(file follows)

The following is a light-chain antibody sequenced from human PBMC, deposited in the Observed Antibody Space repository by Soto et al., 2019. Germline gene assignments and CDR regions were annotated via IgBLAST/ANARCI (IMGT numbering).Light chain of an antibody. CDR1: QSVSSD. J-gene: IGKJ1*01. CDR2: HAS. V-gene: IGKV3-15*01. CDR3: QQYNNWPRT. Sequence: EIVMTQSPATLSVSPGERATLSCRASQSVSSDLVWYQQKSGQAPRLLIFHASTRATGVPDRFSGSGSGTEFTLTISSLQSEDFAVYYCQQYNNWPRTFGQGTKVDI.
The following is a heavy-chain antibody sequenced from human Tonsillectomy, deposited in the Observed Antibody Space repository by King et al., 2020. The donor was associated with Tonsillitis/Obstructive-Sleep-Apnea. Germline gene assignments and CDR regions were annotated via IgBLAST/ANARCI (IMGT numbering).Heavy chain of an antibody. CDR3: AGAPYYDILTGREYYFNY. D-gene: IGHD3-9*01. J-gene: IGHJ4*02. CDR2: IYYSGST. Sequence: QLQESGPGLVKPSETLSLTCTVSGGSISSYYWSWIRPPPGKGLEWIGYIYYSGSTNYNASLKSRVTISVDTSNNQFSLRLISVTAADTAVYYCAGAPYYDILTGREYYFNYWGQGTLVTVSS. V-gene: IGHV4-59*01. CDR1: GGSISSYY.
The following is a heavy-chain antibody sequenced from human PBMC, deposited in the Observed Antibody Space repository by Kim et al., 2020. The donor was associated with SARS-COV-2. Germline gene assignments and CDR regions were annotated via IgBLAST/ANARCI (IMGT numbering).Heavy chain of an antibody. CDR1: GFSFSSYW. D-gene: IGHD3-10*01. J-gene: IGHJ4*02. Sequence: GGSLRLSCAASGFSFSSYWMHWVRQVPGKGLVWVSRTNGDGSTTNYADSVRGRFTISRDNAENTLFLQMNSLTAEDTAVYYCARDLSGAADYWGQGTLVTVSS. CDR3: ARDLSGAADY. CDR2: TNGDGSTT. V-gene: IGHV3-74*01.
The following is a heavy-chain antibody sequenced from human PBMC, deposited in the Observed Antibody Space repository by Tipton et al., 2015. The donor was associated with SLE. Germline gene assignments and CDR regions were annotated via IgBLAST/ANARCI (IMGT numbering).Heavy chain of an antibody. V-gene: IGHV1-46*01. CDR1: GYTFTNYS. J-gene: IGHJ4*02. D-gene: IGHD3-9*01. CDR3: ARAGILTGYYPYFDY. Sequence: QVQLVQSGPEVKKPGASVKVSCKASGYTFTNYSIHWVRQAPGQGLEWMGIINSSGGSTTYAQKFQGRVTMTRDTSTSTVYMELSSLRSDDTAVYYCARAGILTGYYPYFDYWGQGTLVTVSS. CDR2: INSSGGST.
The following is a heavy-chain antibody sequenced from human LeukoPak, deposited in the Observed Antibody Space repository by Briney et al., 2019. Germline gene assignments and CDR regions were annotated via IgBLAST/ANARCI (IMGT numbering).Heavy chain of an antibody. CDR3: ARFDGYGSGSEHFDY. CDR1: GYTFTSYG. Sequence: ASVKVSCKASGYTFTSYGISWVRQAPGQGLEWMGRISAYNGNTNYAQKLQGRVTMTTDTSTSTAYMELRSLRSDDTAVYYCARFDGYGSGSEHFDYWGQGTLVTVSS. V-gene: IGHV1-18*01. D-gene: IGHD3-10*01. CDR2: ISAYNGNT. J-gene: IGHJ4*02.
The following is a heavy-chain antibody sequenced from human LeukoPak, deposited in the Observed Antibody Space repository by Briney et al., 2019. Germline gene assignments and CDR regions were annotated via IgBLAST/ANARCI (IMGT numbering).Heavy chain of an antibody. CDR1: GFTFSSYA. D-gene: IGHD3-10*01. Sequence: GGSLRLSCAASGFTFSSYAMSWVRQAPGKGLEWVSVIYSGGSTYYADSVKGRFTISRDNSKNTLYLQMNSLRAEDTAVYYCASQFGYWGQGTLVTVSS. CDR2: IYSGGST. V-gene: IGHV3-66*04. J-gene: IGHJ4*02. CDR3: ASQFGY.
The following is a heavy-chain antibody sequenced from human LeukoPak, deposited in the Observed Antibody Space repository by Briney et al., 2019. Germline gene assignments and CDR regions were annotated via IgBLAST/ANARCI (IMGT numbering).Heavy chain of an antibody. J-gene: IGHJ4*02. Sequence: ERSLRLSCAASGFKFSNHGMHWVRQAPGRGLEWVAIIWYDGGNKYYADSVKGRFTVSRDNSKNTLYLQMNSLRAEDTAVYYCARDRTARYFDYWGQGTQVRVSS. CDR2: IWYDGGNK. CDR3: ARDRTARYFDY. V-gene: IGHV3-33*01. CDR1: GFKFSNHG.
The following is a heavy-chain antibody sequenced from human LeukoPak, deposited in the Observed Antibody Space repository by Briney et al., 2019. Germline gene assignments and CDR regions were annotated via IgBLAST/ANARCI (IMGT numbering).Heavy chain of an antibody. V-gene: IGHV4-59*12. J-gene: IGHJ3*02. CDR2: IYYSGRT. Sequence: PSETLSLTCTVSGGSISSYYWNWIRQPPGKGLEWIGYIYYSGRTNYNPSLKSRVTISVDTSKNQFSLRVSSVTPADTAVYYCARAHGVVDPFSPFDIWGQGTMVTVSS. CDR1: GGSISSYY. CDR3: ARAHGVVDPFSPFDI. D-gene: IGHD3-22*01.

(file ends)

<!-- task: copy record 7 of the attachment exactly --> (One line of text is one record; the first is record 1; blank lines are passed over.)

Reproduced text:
The following is a heavy-chain antibody sequenced from human LeukoPak, deposited in the Observed Antibody Space repository by Briney et al., 2019. Germline gene assignments and CDR regions were annotated via IgBLAST/ANARCI (IMGT numbering).Heavy chain of an antibody. J-gene: IGHJ4*02. Sequence: ERSLRLSCAASGFKFSNHGMHWVRQAPGRGLEWVAIIWYDGGNKYYADSVKGRFTVSRDNSKNTLYLQMNSLRAEDTAVYYCARDRTARYFDYWGQGTQVRVSS. CDR2: IWYDGGNK. CDR3: ARDRTARYFDY. V-gene: IGHV3-33*01. CDR1: GFKFSNHG.